Restaurant Review – Top Dog – The London Economic
Photo: Jamie Lau

By Jonathan Hatchman, Food Editor, @TLE_Food

Londoners are showcasing a real desire for fast food at the moment, as has been omnipresent with the success of particular restaurants (especially American) in recent months. So it comes as no surprise that so many restaurants are jumping on board with this trend. The burger renaissance has been occurring for some time now, but with three restaurants focusing particularly on hotdogs having opened throughout the year – it seems that we can expect even more to open as we traipse into 2016 – uncomfortably full from holiday over-indulgence, but still hungry for more in terms of hip new restaurants and trends that are constantly unfolding across the capital.

One of the three aforementioned openings is Top Dog, having arrived in Soho during the summer, launched by Californian TV star Marissa Hermer and her husband Matt – having previously enjoyed success with his Boujis nightclub, Eclipse, and Bumpkin restaurants. Fortnum & Mason’s CEO – Ewan Venters – has also been involved, adopting the title of “non-executive chairman”, whatever that means. Alas, Top Dog is one of the last restaurants in London that I’d expect to have the slightest association with the luxury department store. Inspired by Marissa’s favourite food and her Californian heritage, this restaurant is very much inspired by West-Coast style hotdogs that have been reimagined in an attempt to tie in with the UK’s raised awareness of healthier eating across the past few years. Instead of rolling the scraps that nobody wants from pig, cow, and most probably horse, then compressing them into a man-made skin – the hotdogs here are sourced from Islington butchers Cobble Lane Cured, using free-range and grass-fed meat. Meanwhile, a number of options are available with pork or beef, as well as a vegan tofu dog, while buns are available with or without gluten. There are also some burgers to try.

Inside, the décor is heavily inspired by Californian biker gangs, and is modestly furnished with plenty of bare wood furnishings and motorcycle art emblazoned across the walls of the ground-floor dining room. As is the case with many new restaurants of this ilk, there’s a no reservations policy but during our early dinner visit the space is practically empty so there was no need to queue in the rain. Given the choice of seat, we picked a window-side bench, allowing us to watch the characters of Soho glide past as we await our meals. One thing that’s most prominent about the visit to Top Dog is the absolute confirmation of a theory that I’ve pondered for some time now: there is no dignified way for anybody to eat a hotdog. That’s especially confirmed when perched beside a window on display for passers-by to press their faces up against the window and get a closer look, almost as though being exhibited to the masses as some sort of wiener-chowing circus freak with a face covered in residual toppings.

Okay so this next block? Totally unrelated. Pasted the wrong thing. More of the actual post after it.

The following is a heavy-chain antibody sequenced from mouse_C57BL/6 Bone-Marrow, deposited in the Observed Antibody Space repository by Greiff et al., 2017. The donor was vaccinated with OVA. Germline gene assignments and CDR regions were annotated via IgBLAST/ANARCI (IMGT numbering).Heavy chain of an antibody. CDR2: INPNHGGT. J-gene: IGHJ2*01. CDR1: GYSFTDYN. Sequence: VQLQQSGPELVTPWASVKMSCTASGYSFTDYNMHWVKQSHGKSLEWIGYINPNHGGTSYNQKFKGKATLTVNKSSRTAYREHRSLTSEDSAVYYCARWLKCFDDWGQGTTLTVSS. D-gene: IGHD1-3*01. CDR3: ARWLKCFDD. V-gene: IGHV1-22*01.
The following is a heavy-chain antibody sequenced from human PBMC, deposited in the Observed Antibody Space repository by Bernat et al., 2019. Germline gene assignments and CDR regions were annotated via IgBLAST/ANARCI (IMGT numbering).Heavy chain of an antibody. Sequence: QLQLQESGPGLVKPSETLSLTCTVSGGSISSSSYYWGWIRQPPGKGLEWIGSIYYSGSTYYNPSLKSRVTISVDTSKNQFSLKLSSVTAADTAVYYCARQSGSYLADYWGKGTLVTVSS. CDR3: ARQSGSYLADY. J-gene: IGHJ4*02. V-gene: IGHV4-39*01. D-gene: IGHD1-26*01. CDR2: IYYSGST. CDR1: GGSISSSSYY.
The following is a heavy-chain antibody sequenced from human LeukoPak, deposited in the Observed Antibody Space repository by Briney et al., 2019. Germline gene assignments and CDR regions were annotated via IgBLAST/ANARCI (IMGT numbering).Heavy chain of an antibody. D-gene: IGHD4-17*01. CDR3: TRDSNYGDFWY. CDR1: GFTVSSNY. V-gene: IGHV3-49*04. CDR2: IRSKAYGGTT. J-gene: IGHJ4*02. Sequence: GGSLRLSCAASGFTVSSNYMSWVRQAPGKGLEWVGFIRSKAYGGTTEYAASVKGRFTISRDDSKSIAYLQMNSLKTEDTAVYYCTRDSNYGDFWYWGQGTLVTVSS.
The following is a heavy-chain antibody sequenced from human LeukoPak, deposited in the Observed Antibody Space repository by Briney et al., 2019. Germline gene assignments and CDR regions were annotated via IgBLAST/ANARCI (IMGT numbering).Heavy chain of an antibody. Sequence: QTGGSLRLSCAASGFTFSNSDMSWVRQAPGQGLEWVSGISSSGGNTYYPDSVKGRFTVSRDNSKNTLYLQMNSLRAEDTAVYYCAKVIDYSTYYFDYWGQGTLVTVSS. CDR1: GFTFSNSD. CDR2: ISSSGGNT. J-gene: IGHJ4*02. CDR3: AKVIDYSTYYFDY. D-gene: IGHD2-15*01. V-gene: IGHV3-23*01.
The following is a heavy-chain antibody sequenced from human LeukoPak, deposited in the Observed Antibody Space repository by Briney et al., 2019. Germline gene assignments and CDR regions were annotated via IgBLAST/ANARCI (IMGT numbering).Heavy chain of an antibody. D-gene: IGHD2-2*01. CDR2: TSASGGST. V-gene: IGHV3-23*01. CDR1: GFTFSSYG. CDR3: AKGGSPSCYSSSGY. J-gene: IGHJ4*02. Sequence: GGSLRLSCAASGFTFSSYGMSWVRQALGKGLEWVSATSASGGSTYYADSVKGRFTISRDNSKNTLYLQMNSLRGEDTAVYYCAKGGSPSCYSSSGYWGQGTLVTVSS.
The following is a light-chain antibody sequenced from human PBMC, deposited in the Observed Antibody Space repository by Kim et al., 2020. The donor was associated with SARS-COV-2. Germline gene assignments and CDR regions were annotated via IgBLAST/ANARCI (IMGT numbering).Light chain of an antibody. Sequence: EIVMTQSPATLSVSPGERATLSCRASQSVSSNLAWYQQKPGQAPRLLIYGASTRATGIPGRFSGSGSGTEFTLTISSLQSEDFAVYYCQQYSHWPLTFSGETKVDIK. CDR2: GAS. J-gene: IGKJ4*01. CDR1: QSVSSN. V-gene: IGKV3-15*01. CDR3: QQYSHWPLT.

Unable to decide between two dogs, our waiter for the evening suggested that I try both, insisting that some diners order all ten in a contest-like manner. The pulled pork dog, serve with apple slaw, chives, house sauce was adequate, although the pork is less delightfully moist than I’d have hoped for. The beef chilli ‘n’ cheese offering, on the other hand, is far better. A scrumptious beef sausage is topped with copious amounts of chilli con carne that’s been slow-cooked; thus allowing the meat to melt in one’s mouth, as well as the cheese. It was by far the best thing eaten here during our trip. Over the festive period there’s also a Christmas special here, boasting a smoked pork dog that’s wrapped in bacon, which is quite unfortunately less brilliant then it sounds. The crispy shallots are interesting but the saltiness of the bacon is overpowering, the cranberry sauce is somewhat insipid with its cloying sweetness, and the single leaf of sage adds very little – if anything – to the overall dish. Fortunately we were able to seek solace in the restaurant’s very good sweet potato fries.

As far as good valued, low-thrill restaurants are concerned, this new opening does an admirable job with its clean interpretation of dirty food. But although the quality of the ingredients are exceptional, the restaurant still has some work to accomplish in order to be ranked top dog when it comes to London’s imminent hotdog revolution.

Top Dog can be found at 48 Frith Street, London, W1D 4SF.

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